Much of the original hospital, including the emergency room, was torn down to make way for two 49-story residential buildings at One Columbus Place. The emergency room was located in the James Russell Memorial Surgical Building on the corner of 9th Ave and W. 58th Street, and underwent a refurbishment in 1981. It was notable for being the location where John Lennon was pronounced dead upon arrival after being shot outside his apartment building in 1980, and later utilized for hospital emergency room exterior shots in the television sitcom Seinfeld.[12] [13] The Surgical and Tower Memorial Buildings were demolished and replaced by the One Columbus Place development in 1999.[14]

The oldest remaining component of the hospital is the William J. Syms Operating Theater, named after its benefactor, a gun merchant. Syms left $350,000 in his will to fund the operating theater “as an enduring monument to himself and at the same time do a great service for suffering humanity.”[15] The theater was designed by architect William Wheeler Smith and recognized among the first equipped for aseptic surgery.[16] After hosting its last surgery in 1941, it alternately functioned as a blood bank, emergency room and morgue.[17] The free-standing building is now a designated New York City landmark building.[18][19]


St. Luke's Hospital and Roosevelt Hospital merged in 1978, becoming St. Luke's–Roosevelt Hospital Center. The hospitals became part of the Mount Sinai Health System in 2013. On November 17, 2015, St. Luke's–Roosevelt rebranded for the first time in 146 years and christened Mount Sinai West – against the objection of the Roosevelt family.[20] On February 7, 2020, Mount Sinai St. Luke's was renamed Mount Sinai Morningside and was separated from Mount Sinai West.[21]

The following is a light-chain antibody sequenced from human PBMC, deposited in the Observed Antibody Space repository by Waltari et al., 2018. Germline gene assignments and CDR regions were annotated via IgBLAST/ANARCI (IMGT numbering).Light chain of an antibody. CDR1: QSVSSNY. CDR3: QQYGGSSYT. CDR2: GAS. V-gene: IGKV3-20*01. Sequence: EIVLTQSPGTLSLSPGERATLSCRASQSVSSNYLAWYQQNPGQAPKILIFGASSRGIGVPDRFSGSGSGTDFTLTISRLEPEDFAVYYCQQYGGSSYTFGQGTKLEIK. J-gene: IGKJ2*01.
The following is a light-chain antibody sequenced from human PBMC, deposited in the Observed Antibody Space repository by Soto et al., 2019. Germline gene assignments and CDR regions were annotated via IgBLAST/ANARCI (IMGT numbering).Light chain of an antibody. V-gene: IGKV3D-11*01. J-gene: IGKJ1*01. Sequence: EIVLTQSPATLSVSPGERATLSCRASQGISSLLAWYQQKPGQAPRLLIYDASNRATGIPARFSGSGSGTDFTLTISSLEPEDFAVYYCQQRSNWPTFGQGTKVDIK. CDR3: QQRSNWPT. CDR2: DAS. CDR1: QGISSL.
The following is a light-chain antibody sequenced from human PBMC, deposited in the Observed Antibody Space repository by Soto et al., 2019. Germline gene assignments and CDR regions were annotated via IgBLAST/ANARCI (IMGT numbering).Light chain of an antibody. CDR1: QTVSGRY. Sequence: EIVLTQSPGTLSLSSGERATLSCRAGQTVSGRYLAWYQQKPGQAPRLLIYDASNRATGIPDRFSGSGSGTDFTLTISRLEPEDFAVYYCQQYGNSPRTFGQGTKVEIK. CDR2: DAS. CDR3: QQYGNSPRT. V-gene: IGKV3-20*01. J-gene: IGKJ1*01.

Physicians include William Stewart Halsted, surgical pioneer;[22][23] Alonzo Clark (1897–1887), ninth president of the College of Physicians and Surgeons and consulting physician at Roosevelt Hospital;[24] John T. Metcalfe, medical advocate and consulting physician at Bellevue Hospital, St. Luke's and the Woman's hospitals, the Orthopedic Dispensary, and the Hospital for the Relief of the Ruptured and Crippled;[25][26] T. Gaillard Thomas, former president of the American Gynecological Society, and first to perform and publish an account of vaginal ovariotomy (1870);[27][28][29] Francis Delafield (1841–1915), surgeon in the New York Eye and Ear Infirmary, and physician and pathologist to the Roosevelt Hospital (1871); Robert Abbe (1851–1928), first American to use Radium in cancer treatment[30] and Charles McBurney (1845–1913), surgeon-in-chief at the Roosevelt Hospital, namesake of the surgical incision used for appendectomy surgery; he also introduced the use of rubber gloves during surgery to reduce infections.[31]

Services and departments[edit]

Maternity care[edit]